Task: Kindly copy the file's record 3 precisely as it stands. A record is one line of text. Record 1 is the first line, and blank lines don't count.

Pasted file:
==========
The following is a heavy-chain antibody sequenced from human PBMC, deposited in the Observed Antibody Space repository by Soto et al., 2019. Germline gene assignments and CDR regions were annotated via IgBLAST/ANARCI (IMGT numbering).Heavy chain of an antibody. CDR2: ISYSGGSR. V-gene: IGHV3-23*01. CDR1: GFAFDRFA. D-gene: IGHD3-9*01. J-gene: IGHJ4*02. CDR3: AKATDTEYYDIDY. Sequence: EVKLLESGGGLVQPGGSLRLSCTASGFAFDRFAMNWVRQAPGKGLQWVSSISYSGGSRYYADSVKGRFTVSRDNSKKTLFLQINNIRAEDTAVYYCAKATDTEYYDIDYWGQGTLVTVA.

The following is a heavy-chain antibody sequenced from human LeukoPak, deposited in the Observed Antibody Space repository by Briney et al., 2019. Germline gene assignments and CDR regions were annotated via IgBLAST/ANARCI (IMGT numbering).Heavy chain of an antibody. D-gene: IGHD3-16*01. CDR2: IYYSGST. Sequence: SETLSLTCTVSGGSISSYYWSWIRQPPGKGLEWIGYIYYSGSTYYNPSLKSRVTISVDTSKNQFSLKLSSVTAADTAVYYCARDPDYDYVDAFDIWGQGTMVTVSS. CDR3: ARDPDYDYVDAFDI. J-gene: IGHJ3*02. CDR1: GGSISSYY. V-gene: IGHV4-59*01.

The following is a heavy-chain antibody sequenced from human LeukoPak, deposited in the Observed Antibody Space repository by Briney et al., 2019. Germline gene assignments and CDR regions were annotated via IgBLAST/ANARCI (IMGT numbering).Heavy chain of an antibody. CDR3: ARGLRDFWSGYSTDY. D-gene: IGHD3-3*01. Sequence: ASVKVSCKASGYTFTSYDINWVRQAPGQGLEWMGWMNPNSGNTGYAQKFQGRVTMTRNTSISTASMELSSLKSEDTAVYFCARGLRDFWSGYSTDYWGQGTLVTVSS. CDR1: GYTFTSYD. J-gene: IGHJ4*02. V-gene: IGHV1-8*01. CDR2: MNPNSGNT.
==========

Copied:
The following is a heavy-chain antibody sequenced from human LeukoPak, deposited in the Observed Antibody Space repository by Briney et al., 2019. Germline gene assignments and CDR regions were annotated via IgBLAST/ANARCI (IMGT numbering).Heavy chain of an antibody. CDR3: ARGLRDFWSGYSTDY. D-gene: IGHD3-3*01. Sequence: ASVKVSCKASGYTFTSYDINWVRQAPGQGLEWMGWMNPNSGNTGYAQKFQGRVTMTRNTSISTASMELSSLKSEDTAVYFCARGLRDFWSGYSTDYWGQGTLVTVSS. CDR1: GYTFTSYD. J-gene: IGHJ4*02. V-gene: IGHV1-8*01. CDR2: MNPNSGNT.